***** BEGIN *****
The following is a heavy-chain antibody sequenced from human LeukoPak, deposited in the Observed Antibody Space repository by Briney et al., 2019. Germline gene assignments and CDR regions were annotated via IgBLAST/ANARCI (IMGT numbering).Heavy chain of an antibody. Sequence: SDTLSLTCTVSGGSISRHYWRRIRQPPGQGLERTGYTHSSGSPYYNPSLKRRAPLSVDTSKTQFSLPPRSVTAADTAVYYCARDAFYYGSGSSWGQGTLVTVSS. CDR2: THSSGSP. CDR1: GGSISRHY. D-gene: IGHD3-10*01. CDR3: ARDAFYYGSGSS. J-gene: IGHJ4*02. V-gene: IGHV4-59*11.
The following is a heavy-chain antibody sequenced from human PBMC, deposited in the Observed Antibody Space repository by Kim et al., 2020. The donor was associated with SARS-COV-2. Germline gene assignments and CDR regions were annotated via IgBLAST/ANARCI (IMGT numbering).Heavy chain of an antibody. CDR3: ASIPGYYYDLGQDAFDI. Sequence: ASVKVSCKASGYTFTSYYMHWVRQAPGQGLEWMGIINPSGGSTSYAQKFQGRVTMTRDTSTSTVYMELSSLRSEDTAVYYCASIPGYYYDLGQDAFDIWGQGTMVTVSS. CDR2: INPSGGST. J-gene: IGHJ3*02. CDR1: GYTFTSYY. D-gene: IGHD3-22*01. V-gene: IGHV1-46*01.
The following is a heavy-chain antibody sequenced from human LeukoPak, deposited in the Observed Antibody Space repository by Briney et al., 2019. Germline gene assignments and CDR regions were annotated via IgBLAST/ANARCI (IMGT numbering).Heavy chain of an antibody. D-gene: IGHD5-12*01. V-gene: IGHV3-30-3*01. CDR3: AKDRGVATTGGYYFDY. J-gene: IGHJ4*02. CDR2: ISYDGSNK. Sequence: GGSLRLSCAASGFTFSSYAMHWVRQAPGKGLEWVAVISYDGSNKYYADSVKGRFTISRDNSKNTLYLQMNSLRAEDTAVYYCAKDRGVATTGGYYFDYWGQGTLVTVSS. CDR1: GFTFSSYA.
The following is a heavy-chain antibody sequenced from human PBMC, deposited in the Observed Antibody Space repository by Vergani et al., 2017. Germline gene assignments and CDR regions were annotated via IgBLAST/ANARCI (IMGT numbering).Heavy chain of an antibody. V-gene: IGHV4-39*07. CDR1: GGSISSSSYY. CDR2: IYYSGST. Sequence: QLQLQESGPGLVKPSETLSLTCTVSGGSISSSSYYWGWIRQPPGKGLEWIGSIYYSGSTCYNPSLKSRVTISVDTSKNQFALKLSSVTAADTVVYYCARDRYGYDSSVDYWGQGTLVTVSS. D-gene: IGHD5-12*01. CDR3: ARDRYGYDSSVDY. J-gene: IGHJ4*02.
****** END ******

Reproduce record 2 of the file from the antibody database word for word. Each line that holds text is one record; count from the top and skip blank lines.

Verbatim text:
The following is a heavy-chain antibody sequenced from human PBMC, deposited in the Observed Antibody Space repository by Kim et al., 2020. The donor was associated with SARS-COV-2. Germline gene assignments and CDR regions were annotated via IgBLAST/ANARCI (IMGT numbering).Heavy chain of an antibody. CDR3: ASIPGYYYDLGQDAFDI. Sequence: ASVKVSCKASGYTFTSYYMHWVRQAPGQGLEWMGIINPSGGSTSYAQKFQGRVTMTRDTSTSTVYMELSSLRSEDTAVYYCASIPGYYYDLGQDAFDIWGQGTMVTVSS. CDR2: INPSGGST. J-gene: IGHJ3*02. CDR1: GYTFTSYY. D-gene: IGHD3-22*01. V-gene: IGHV1-46*01.